Cork County Council to be first local authority to publish a Climate Adaptation Strategy

Cork County Council to be first local authority to publish a Climate Adaptation Strategy

Cork County Council is to become one of the first local authorities in the country to publish a Climate Adaptation Strategy, which will form a blueprint for more environmentally-friendly planning and services into the future.

The council will launch the draft strategy at a meeting in County Hall on July 8 and it will then go out for public consultation.

Louis Duffy, the council's environment director, said following this the final document will be completed for adoption in September.

In a report to councillors, Mr Duffy said the draft strategy will contain a proper understanding of the key risks and vulnerabilities of climate change.

He said it will advance the implementation of climate resilient adaptation actions in a planned and proactive manner and "ensure that climate adaptation considerations are mainstreamed into all plans and policies and integrated into all operations and functions of the local authority."

Mr Duffy said the draft strategy is based on extensive review, research and stakeholder engagement.

"Once adopted, the Climate Adaptation Strategy will be the main instrument to achieve the over-arching commitment by Cork County Council towards a low carbon, climate resilient and sustainable environment," Mr Duffy said.

He delivered the report to councillors in response to a motion from Green Party Cllr Liam Quaide, who had asked the council to establish a Climate and Biodiversity Emergency Committee.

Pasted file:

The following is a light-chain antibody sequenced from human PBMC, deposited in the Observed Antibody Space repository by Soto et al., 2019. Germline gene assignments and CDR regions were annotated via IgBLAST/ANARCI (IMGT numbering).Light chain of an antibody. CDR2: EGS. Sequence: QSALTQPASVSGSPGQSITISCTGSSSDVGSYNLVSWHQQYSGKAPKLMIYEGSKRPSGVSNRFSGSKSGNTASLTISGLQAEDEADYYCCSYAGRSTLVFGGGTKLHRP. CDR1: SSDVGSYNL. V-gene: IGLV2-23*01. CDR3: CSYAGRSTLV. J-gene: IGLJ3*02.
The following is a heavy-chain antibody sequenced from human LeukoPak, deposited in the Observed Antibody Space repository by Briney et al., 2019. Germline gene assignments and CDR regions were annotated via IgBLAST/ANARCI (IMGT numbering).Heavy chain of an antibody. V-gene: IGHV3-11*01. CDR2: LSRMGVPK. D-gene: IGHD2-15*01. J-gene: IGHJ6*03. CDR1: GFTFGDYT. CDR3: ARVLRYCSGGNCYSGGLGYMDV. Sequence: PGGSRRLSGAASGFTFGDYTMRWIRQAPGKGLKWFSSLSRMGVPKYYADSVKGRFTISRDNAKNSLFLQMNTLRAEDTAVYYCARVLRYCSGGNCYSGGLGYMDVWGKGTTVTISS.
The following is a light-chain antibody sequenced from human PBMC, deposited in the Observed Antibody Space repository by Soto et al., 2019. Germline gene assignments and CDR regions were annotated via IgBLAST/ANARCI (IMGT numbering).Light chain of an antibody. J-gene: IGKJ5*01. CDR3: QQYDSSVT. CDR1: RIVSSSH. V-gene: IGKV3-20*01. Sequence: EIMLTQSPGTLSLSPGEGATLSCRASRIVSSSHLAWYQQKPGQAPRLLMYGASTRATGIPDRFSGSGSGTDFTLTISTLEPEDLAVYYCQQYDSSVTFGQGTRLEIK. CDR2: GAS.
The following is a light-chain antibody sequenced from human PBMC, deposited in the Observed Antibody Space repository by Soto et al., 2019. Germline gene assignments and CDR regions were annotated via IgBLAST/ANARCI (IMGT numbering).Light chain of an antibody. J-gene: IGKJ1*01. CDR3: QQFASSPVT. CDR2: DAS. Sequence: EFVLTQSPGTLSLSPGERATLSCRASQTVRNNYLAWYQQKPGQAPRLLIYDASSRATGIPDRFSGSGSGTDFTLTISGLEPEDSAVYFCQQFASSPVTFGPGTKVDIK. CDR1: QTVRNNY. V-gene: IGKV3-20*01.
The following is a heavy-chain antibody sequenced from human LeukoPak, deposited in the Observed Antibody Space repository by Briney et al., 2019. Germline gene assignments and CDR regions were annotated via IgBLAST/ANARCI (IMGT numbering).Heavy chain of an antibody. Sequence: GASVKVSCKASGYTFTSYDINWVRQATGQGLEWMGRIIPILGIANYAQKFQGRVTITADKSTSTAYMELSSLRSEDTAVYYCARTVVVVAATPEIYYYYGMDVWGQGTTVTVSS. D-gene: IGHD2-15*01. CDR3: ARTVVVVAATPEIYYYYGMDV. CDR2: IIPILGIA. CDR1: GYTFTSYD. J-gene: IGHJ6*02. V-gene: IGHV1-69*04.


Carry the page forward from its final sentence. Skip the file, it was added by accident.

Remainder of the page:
Cllr Quaide proposed this be done as a matter of urgency and the committee should comprise of elected members and environmental experts.

He said the committee should meet within three months and its remit "should include prioritising sustainable transport and energy, along with flood protection and pollution mitigation measures".

He won widespread support from fellow councillors for the suggestion.

"We need to think outside the box," Cllr Seamus McGrath said.

Cllr John O'Sullivan added: "It is an emergency. As a dairy farmer close to the land I can see what he's saying is very relevant. There is abuse and overuse of chemicals."

However, it was decided to hold off on forming the committee until councillors get to read the Climate Adaptation Strategy.

They made the decision following advice from Mr Duffy who revealed the council is to appoint a new Environment and Climate Change SPC (Special Purposes Committee). He said external experts would be able to sit on it.

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